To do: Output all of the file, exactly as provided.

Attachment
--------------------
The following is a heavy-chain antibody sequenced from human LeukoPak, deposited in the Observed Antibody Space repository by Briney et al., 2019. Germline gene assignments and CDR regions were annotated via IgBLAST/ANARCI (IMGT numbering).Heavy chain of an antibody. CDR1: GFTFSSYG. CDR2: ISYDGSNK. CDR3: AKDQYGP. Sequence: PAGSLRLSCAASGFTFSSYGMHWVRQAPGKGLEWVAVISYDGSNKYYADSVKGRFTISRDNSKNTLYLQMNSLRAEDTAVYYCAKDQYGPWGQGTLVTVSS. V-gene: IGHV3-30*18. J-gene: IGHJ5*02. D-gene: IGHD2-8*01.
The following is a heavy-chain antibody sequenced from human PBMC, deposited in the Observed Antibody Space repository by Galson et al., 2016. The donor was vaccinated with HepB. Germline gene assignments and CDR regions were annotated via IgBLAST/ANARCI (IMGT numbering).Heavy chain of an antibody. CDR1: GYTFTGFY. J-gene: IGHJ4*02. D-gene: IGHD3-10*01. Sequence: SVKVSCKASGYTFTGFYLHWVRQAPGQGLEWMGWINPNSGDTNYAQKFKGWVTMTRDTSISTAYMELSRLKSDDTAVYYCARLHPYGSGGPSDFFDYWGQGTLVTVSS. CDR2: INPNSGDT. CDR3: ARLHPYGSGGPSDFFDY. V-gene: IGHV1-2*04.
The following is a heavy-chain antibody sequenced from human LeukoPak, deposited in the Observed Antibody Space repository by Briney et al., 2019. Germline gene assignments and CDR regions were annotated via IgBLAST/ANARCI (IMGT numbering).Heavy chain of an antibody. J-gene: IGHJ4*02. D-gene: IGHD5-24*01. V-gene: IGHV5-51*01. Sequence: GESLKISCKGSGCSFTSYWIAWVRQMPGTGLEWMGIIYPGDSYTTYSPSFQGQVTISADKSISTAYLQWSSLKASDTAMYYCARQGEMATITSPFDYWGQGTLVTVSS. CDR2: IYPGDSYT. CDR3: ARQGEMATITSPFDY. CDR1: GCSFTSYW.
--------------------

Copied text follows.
The following is a heavy-chain antibody sequenced from human LeukoPak, deposited in the Observed Antibody Space repository by Briney et al., 2019. Germline gene assignments and CDR regions were annotated via IgBLAST/ANARCI (IMGT numbering).Heavy chain of an antibody. CDR1: GFTFSSYG. CDR2: ISYDGSNK. CDR3: AKDQYGP. Sequence: PAGSLRLSCAASGFTFSSYGMHWVRQAPGKGLEWVAVISYDGSNKYYADSVKGRFTISRDNSKNTLYLQMNSLRAEDTAVYYCAKDQYGPWGQGTLVTVSS. V-gene: IGHV3-30*18. J-gene: IGHJ5*02. D-gene: IGHD2-8*01.
The following is a heavy-chain antibody sequenced from human PBMC, deposited in the Observed Antibody Space repository by Galson et al., 2016. The donor was vaccinated with HepB. Germline gene assignments and CDR regions were annotated via IgBLAST/ANARCI (IMGT numbering).Heavy chain of an antibody. CDR1: GYTFTGFY. J-gene: IGHJ4*02. D-gene: IGHD3-10*01. Sequence: SVKVSCKASGYTFTGFYLHWVRQAPGQGLEWMGWINPNSGDTNYAQKFKGWVTMTRDTSISTAYMELSRLKSDDTAVYYCARLHPYGSGGPSDFFDYWGQGTLVTVSS. CDR2: INPNSGDT. CDR3: ARLHPYGSGGPSDFFDY. V-gene: IGHV1-2*04.
The following is a heavy-chain antibody sequenced from human LeukoPak, deposited in the Observed Antibody Space repository by Briney et al., 2019. Germline gene assignments and CDR regions were annotated via IgBLAST/ANARCI (IMGT numbering).Heavy chain of an antibody. J-gene: IGHJ4*02. D-gene: IGHD5-24*01. V-gene: IGHV5-51*01. Sequence: GESLKISCKGSGCSFTSYWIAWVRQMPGTGLEWMGIIYPGDSYTTYSPSFQGQVTISADKSISTAYLQWSSLKASDTAMYYCARQGEMATITSPFDYWGQGTLVTVSS. CDR2: IYPGDSYT. CDR3: ARQGEMATITSPFDY. CDR1: GCSFTSYW.